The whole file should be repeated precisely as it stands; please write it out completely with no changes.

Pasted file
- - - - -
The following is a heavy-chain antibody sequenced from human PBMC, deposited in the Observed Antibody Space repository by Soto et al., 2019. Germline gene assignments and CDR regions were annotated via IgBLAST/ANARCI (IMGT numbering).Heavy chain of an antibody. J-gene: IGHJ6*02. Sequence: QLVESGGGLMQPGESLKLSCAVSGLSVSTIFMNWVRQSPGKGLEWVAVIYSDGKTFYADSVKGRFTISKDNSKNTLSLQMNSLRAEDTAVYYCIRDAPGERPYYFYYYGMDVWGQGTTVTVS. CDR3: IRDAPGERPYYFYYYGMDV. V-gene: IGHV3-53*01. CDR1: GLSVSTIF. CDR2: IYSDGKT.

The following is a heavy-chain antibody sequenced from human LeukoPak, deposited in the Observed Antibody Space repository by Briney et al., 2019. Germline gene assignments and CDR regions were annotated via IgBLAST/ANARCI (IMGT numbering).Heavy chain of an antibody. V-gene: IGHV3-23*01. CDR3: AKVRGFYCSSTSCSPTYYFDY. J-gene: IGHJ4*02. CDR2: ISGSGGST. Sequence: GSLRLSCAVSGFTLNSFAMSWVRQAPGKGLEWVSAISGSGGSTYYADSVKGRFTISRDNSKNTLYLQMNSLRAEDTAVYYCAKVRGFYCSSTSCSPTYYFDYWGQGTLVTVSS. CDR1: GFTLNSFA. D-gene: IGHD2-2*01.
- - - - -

The following is a heavy-chain antibody sequenced from human PBMC, deposited in the Observed Antibody Space repository by Soto et al., 2019. Germline gene assignments and CDR regions were annotated via IgBLAST/ANARCI (IMGT numbering).Heavy chain of an antibody. J-gene: IGHJ6*02. Sequence: QLVESGGGLMQPGESLKLSCAVSGLSVSTIFMNWVRQSPGKGLEWVAVIYSDGKTFYADSVKGRFTISKDNSKNTLSLQMNSLRAEDTAVYYCIRDAPGERPYYFYYYGMDVWGQGTTVTVS. CDR3: IRDAPGERPYYFYYYGMDV. V-gene: IGHV3-53*01. CDR1: GLSVSTIF. CDR2: IYSDGKT.

The following is a heavy-chain antibody sequenced from human LeukoPak, deposited in the Observed Antibody Space repository by Briney et al., 2019. Germline gene assignments and CDR regions were annotated via IgBLAST/ANARCI (IMGT numbering).Heavy chain of an antibody. V-gene: IGHV3-23*01. CDR3: AKVRGFYCSSTSCSPTYYFDY. J-gene: IGHJ4*02. CDR2: ISGSGGST. Sequence: GSLRLSCAVSGFTLNSFAMSWVRQAPGKGLEWVSAISGSGGSTYYADSVKGRFTISRDNSKNTLYLQMNSLRAEDTAVYYCAKVRGFYCSSTSCSPTYYFDYWGQGTLVTVSS. CDR1: GFTLNSFA. D-gene: IGHD2-2*01.